PUBLIC HEALTH EMERGENCIES
Public Health Emergencies may be related to incidents or outbreaks of infectious disease (example: pandemic flu, West Nile virus), food and waterborne illnesses (examples: Salmonella, E. coli) and other threats to the public's health and safety. Although the nature of each threat varies greatly, there are steps that you can take to protect yourself.
Pandemic influenza (flu) is a worldwide outbreak of a new flu virus for which there is little or no immunity (protection). Health experts are concerned about the potential for a pandemic flu.
No one can predict when the next pandemic flu will occur or how severe it will be. What is known is that flu pandemics have occurred three times (1918, 1957, and 1968) in the last century. A flu pandemic occurs when a new flu virus emerges. It spreads easily from person-to-person, may cause serious illness, and can sweep across the country and around the world in a very short time. A flu pandemic may come and go in waves, each of which might last for six to eight weeks. If the next flu pandemic to hit the U.S. is severe, life as we know it could be seriously disrupted. To protect yourself and your family, take the time to know the facts and plan ahead to be prepared.
Follow these steps to prevent the spread of flu and teach your children to do the same.
- Wash your hands often. This will help protect you and others against germs. When soap and water are not available, use alcohol-based disposable hand wash or gel sanitizers.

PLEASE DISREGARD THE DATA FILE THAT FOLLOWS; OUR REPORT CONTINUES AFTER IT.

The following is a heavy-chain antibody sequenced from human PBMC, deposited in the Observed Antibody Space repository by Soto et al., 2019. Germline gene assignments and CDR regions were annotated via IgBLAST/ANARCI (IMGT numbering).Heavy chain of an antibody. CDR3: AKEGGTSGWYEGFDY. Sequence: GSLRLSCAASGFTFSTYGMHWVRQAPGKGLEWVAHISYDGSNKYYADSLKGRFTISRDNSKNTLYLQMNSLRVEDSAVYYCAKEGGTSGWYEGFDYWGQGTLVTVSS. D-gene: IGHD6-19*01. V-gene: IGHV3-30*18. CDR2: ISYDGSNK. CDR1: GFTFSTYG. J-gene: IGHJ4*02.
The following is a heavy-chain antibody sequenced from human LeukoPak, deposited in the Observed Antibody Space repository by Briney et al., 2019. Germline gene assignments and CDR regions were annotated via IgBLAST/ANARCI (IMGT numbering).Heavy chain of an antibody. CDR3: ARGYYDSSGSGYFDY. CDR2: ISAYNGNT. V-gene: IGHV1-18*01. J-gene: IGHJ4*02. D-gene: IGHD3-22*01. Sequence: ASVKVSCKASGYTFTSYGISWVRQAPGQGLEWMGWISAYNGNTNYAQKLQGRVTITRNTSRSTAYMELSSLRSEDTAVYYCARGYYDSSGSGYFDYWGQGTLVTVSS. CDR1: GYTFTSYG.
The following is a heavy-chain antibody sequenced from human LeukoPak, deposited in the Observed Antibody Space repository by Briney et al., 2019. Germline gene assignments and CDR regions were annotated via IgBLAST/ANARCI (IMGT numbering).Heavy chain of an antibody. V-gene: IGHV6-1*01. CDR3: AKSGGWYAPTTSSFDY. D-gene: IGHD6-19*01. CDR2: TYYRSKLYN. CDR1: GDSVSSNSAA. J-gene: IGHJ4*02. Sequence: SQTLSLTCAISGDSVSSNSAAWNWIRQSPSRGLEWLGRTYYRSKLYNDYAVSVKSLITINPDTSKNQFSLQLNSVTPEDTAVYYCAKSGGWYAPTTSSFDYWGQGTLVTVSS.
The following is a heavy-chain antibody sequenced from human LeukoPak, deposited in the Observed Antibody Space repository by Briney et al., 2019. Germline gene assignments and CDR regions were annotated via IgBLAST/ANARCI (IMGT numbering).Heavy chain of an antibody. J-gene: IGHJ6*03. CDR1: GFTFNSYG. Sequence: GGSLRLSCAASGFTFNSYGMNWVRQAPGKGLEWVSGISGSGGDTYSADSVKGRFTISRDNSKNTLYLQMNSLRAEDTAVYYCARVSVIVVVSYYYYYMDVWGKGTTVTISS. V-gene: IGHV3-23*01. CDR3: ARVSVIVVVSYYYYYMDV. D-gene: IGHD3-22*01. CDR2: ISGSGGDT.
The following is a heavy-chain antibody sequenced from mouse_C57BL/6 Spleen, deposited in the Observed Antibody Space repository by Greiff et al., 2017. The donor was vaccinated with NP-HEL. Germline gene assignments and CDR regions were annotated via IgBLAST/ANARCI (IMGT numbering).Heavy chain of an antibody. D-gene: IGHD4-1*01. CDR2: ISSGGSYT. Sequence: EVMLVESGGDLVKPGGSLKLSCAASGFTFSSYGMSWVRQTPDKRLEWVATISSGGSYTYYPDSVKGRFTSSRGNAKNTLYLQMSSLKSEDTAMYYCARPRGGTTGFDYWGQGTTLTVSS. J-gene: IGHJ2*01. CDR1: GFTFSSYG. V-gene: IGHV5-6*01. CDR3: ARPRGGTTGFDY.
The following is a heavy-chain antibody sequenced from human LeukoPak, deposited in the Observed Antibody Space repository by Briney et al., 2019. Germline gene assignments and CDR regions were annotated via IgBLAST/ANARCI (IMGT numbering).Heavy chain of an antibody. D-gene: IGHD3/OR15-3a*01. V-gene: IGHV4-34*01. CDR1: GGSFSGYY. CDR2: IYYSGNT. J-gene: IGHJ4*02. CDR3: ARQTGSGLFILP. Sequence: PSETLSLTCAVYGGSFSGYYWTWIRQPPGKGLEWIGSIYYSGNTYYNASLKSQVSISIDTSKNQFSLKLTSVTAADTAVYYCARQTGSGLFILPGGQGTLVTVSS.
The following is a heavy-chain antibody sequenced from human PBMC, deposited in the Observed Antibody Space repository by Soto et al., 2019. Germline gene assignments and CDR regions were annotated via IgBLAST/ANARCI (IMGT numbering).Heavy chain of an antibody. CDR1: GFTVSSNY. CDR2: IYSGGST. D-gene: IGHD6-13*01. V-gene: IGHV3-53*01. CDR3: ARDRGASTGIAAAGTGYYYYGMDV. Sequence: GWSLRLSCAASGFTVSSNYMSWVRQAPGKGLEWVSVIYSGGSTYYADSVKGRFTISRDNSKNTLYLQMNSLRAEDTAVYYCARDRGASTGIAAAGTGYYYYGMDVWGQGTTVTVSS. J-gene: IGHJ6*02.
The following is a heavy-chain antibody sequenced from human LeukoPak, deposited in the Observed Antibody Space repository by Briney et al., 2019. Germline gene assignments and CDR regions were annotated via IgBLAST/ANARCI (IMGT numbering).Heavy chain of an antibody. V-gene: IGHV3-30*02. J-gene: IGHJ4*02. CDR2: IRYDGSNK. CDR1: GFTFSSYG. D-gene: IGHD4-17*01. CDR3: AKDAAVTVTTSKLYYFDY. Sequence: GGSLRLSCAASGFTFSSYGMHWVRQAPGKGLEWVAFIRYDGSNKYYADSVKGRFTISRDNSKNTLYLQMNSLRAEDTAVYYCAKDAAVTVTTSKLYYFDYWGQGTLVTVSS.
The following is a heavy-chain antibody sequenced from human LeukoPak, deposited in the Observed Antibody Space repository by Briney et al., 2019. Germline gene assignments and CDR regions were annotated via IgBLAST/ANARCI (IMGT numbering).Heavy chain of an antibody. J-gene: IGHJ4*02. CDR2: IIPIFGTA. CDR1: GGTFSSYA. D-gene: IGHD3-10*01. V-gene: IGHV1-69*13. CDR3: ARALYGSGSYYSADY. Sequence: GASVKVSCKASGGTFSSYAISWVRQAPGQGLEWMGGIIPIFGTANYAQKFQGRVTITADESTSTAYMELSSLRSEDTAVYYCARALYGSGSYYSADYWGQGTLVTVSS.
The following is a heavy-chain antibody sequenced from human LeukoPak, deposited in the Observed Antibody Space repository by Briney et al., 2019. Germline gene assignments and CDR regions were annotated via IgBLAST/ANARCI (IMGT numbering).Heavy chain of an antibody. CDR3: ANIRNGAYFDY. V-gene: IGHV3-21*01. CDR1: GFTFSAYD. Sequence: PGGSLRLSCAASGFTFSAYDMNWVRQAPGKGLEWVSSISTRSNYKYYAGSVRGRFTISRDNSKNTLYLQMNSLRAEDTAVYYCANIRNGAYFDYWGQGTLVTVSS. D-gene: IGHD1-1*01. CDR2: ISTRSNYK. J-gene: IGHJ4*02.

- When coughing or sneezing, cover your mouth and nose with a tissue. If you do not have a tissue, cough or sneeze into your sleeve, not your hands.
- Avoid close contact with people who are sick.
- If you are sick, stay home and away from other people, as much as possible, to protect them from getting sick as well. Get plenty of rest and check with your doctor.
Practice other good health habits.
- Keep healthy: get plenty of sleep, exercise daily, manage stress, drink plenty of fluids, and eat a balanced diet.
- Avoid smoking. Smoking may increase the risk of serious consequences if you get the flu.
Discuss important health issues with your family and loved ones.
Public Emergency Preparedness
- Talk about how/where they would be cared for if you become sick, and what would be needed to care for them at home.
- Make a plan for someone to care for children/people with special needs if all adults in the household are sick. Are there other family members or neighbors who can fill in? Make those plans now and discuss with all who need to know.
Have two weeks worth of medical and health supplies on hand for you and your family. Examples of supplies are:
- Soap or water-free, alcohol-based hand wash.
- Medicines for fever such as acetaminophen (Tylenol) or Ibuprofen.
- Cough Syrup
- Fluids with electrolytes, such as Pedialyte, Gatorade, or other oral rehydration solutions.
- Prescription Drugs: If you or a family member regularly takes prescription drugs, talk to your doctor and insurance plan about having enough medicine on hand to last for several weeks.
To prevent the spread of flu, there are several key steps that you can take now to stay healthier: wash your hands with soap and water frequently, cover your cough and sneezes, stay home if you are sick, and stay away from others so they will not become sick, and get a seasonal flu shot.
Healthcare professionals recommend seasonal flu shots as the best way of preventing the flu. Flu shots are recommended for the following groups of people: children 6 month and older, pregnant women, childcare providers, caregivers, first responders, seniors, and anyone with a chronic illness.